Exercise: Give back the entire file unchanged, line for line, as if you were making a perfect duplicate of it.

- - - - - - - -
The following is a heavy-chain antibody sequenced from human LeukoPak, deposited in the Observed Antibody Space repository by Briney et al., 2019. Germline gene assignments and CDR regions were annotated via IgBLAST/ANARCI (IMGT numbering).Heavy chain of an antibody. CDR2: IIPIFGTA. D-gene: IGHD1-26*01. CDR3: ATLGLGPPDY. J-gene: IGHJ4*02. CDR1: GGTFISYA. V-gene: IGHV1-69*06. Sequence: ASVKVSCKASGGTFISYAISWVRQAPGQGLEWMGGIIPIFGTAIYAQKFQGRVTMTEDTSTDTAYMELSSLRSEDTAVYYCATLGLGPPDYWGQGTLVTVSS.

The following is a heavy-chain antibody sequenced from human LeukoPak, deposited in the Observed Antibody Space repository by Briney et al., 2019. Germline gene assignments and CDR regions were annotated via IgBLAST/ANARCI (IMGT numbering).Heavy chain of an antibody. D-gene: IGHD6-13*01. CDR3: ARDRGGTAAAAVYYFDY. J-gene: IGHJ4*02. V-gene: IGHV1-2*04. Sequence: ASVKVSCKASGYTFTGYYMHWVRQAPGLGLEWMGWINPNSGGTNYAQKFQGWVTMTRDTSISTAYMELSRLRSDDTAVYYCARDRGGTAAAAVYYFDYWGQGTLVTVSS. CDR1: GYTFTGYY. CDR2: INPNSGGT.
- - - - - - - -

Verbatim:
The following is a heavy-chain antibody sequenced from human LeukoPak, deposited in the Observed Antibody Space repository by Briney et al., 2019. Germline gene assignments and CDR regions were annotated via IgBLAST/ANARCI (IMGT numbering).Heavy chain of an antibody. CDR2: IIPIFGTA. D-gene: IGHD1-26*01. CDR3: ATLGLGPPDY. J-gene: IGHJ4*02. CDR1: GGTFISYA. V-gene: IGHV1-69*06. Sequence: ASVKVSCKASGGTFISYAISWVRQAPGQGLEWMGGIIPIFGTAIYAQKFQGRVTMTEDTSTDTAYMELSSLRSEDTAVYYCATLGLGPPDYWGQGTLVTVSS.

The following is a heavy-chain antibody sequenced from human LeukoPak, deposited in the Observed Antibody Space repository by Briney et al., 2019. Germline gene assignments and CDR regions were annotated via IgBLAST/ANARCI (IMGT numbering).Heavy chain of an antibody. D-gene: IGHD6-13*01. CDR3: ARDRGGTAAAAVYYFDY. J-gene: IGHJ4*02. V-gene: IGHV1-2*04. Sequence: ASVKVSCKASGYTFTGYYMHWVRQAPGLGLEWMGWINPNSGGTNYAQKFQGWVTMTRDTSISTAYMELSRLRSDDTAVYYCARDRGGTAAAAVYYFDYWGQGTLVTVSS. CDR1: GYTFTGYY. CDR2: INPNSGGT.